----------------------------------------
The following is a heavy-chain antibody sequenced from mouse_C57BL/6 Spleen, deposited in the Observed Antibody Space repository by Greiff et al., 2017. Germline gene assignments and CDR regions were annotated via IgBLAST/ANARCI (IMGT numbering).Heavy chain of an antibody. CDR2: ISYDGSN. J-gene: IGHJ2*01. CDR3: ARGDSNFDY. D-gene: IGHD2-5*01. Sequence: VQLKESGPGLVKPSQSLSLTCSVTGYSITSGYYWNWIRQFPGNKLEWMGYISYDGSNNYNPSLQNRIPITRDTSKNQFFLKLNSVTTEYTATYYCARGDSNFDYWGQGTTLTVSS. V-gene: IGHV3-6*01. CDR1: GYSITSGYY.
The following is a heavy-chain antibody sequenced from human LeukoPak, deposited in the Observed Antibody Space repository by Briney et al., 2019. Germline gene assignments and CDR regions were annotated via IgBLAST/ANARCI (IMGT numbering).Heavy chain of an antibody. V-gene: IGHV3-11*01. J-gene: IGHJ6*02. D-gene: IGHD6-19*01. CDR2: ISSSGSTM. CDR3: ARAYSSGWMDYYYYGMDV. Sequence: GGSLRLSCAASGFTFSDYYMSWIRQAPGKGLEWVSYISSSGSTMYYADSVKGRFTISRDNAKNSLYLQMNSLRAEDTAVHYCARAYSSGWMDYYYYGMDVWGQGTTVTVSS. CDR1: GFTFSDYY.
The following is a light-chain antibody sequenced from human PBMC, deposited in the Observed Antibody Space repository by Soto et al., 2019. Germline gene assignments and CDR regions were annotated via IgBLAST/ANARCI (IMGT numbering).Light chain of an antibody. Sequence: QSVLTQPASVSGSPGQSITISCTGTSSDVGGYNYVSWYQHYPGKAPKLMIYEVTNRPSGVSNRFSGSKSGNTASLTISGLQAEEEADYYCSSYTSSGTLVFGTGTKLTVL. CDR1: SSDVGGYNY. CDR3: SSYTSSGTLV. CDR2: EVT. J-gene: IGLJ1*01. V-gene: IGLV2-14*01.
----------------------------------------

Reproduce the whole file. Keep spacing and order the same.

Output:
The following is a heavy-chain antibody sequenced from mouse_C57BL/6 Spleen, deposited in the Observed Antibody Space repository by Greiff et al., 2017. Germline gene assignments and CDR regions were annotated via IgBLAST/ANARCI (IMGT numbering).Heavy chain of an antibody. CDR2: ISYDGSN. J-gene: IGHJ2*01. CDR3: ARGDSNFDY. D-gene: IGHD2-5*01. Sequence: VQLKESGPGLVKPSQSLSLTCSVTGYSITSGYYWNWIRQFPGNKLEWMGYISYDGSNNYNPSLQNRIPITRDTSKNQFFLKLNSVTTEYTATYYCARGDSNFDYWGQGTTLTVSS. V-gene: IGHV3-6*01. CDR1: GYSITSGYY.
The following is a heavy-chain antibody sequenced from human LeukoPak, deposited in the Observed Antibody Space repository by Briney et al., 2019. Germline gene assignments and CDR regions were annotated via IgBLAST/ANARCI (IMGT numbering).Heavy chain of an antibody. V-gene: IGHV3-11*01. J-gene: IGHJ6*02. D-gene: IGHD6-19*01. CDR2: ISSSGSTM. CDR3: ARAYSSGWMDYYYYGMDV. Sequence: GGSLRLSCAASGFTFSDYYMSWIRQAPGKGLEWVSYISSSGSTMYYADSVKGRFTISRDNAKNSLYLQMNSLRAEDTAVHYCARAYSSGWMDYYYYGMDVWGQGTTVTVSS. CDR1: GFTFSDYY.
The following is a light-chain antibody sequenced from human PBMC, deposited in the Observed Antibody Space repository by Soto et al., 2019. Germline gene assignments and CDR regions were annotated via IgBLAST/ANARCI (IMGT numbering).Light chain of an antibody. Sequence: QSVLTQPASVSGSPGQSITISCTGTSSDVGGYNYVSWYQHYPGKAPKLMIYEVTNRPSGVSNRFSGSKSGNTASLTISGLQAEEEADYYCSSYTSSGTLVFGTGTKLTVL. CDR1: SSDVGGYNY. CDR3: SSYTSSGTLV. CDR2: EVT. J-gene: IGLJ1*01. V-gene: IGLV2-14*01.